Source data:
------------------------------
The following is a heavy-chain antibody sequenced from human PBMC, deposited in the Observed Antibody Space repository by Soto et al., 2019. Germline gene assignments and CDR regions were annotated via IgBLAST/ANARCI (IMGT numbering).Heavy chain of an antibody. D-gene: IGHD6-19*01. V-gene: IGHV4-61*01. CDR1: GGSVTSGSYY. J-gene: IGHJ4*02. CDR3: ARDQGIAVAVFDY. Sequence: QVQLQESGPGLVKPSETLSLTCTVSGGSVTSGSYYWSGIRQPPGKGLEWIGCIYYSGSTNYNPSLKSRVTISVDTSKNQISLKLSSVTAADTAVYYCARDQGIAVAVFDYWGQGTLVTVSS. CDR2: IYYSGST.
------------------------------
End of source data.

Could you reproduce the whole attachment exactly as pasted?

The following is a heavy-chain antibody sequenced from human PBMC, deposited in the Observed Antibody Space repository by Soto et al., 2019. Germline gene assignments and CDR regions were annotated via IgBLAST/ANARCI (IMGT numbering).Heavy chain of an antibody. D-gene: IGHD6-19*01. V-gene: IGHV4-61*01. CDR1: GGSVTSGSYY. J-gene: IGHJ4*02. CDR3: ARDQGIAVAVFDY. Sequence: QVQLQESGPGLVKPSETLSLTCTVSGGSVTSGSYYWSGIRQPPGKGLEWIGCIYYSGSTNYNPSLKSRVTISVDTSKNQISLKLSSVTAADTAVYYCARDQGIAVAVFDYWGQGTLVTVSS. CDR2: IYYSGST.